Friday, March 30, 2018

Erase the fear of permanency - tactical urbanism as a pathway for change

“Erase the fear of permanency” , Krista Nightengale, The Better Block Foundation, Dallas
The Mt Royal "Mid-Town" Streetscape Project took at least nine years of discussion before the first shovel went into the ground. The City presented a phase 1 concept in March of 2009 and briefed on construction in October 2017. Construction was initially expected for 2010.  The delays were caused by disagreements about the design, inertia and lots of review, yet what is being constructed now is essentially the original design. Other plans to redesign the public realm are not faring much better. What is built today often reflects the thinking from a decade ago, much does never get built at all,  in spite of years of discussion, research and expectations, for example the conversion of the St Paul and Calvert Street pair of one-way streets also in Midtown, or the closure of lanes around the McKeldin Plaza downtown.
Street transformation by Better Block in Kansas City

Baltimore is not unique in being in the grip analysis-paralysis. No wonder then, that here and elsewhere people are yearning for other ways to move forward. The desire to see something happen in short order brought about direct action, pop-up installations and "tactical urbanism".  Originally a grass-roots movement, the new approach of "just do it and see what happens" has increasingly become mainstream. New York's then Transportation Commissioner Sadik Khan famously employed it on Times Square where a temporary installation for pedestrians proved so successful that it became permanent, improving the experience of pedestrians and drivers alike. However, in Baltimore no such spontaneity has found its way into the City DOT yet.
Temporary streetscape by Better Block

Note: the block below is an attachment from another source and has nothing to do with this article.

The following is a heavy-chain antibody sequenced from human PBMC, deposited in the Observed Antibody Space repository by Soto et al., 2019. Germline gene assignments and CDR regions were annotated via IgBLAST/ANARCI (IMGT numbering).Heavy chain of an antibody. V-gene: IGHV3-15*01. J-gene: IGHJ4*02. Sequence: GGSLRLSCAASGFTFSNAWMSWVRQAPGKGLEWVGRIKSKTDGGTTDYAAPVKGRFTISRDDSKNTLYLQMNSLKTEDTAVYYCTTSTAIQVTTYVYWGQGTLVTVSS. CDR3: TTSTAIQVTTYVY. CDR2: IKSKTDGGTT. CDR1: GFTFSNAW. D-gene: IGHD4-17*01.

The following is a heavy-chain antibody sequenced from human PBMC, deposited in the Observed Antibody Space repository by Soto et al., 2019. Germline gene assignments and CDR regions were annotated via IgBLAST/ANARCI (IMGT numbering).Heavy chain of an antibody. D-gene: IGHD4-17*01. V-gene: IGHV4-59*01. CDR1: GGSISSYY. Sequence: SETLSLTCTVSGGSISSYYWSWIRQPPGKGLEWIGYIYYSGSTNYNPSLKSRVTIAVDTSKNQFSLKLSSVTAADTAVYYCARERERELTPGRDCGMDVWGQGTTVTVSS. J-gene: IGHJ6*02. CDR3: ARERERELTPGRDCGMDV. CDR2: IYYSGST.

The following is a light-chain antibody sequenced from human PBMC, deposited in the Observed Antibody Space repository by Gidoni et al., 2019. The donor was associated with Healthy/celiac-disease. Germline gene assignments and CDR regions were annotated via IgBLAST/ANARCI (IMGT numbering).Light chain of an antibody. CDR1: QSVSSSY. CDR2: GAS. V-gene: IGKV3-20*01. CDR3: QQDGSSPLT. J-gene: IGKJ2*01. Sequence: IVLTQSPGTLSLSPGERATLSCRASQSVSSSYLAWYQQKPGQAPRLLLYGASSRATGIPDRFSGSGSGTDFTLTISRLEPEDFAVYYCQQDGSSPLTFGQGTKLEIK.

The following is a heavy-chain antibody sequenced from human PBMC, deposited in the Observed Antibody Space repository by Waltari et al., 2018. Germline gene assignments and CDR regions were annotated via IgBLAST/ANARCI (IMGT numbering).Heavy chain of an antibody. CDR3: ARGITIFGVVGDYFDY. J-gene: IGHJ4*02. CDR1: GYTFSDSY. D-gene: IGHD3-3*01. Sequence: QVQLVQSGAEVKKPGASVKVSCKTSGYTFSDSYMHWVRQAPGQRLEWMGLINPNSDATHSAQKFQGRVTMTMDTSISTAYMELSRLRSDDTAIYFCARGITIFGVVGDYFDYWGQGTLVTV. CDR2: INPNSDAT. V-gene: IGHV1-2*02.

To help the residents and communities in cities and small towns everywhere there are now specialized non-profits and conferences to plan the popular pop-up approach. One of them is the The Better Block Foundation who spread their influence starting in one desolate block of Dallas, TX to an installation at Southwest by Southwest in Austin and all the way to a presentation at the prestigious Baltimore AIA architecture spring lecture series.
Vacant lots. Empty storefronts. Run down buildings, and scantly used parking lots. Overly wide streets for driving. This is a disheartening scene that can be found in almost every American city. And while many urban neighborhoods are thriving, too many others have not recovered from a half-century of systemic disinvestment. from Tactical Urbanism: Short-Term Action for Long-Term Change, Island Press
At the MICA Brown Center Krista Nightendale, the Managing Director of the Better Block Foundation demonstrated with slides and videos how larger and smaller cities enjoy the satisfaction of real action, hands on construction and usable real time transformation of an actual space, even if only for a day, a week, or a month. The power of showing what is possible when people come together, dream a bit and the realize the dream with their own hands is transformative and lasts way beyond the actual installation.
Jardin Gamelin, Montreal

Private consultants have gotten into the act, too. The Copenhagen architect Jan Gehl ("Planning by Doing"), who started his career with a 1965 grant to observe people in public spaces in Italy, has built an  internationally renowned enterprise around "making cities for people". His firm trained Baltimore's Neighborhood Design Center (NDC) to use his methods on the Y-Not Lot in Station North, one of Baltimore's own pop-up spaces.
The Neighborhood Design Center (NDC) offers free design and planning services to help community partners achieve their visions. We were thrilled to work with them as they measured the impact of programming at Ynot Lot in Baltimore’s Station North Arts District. Initially, NDC’s research question focused on social mixing among different groups in the Lot. (The Gehl Institute).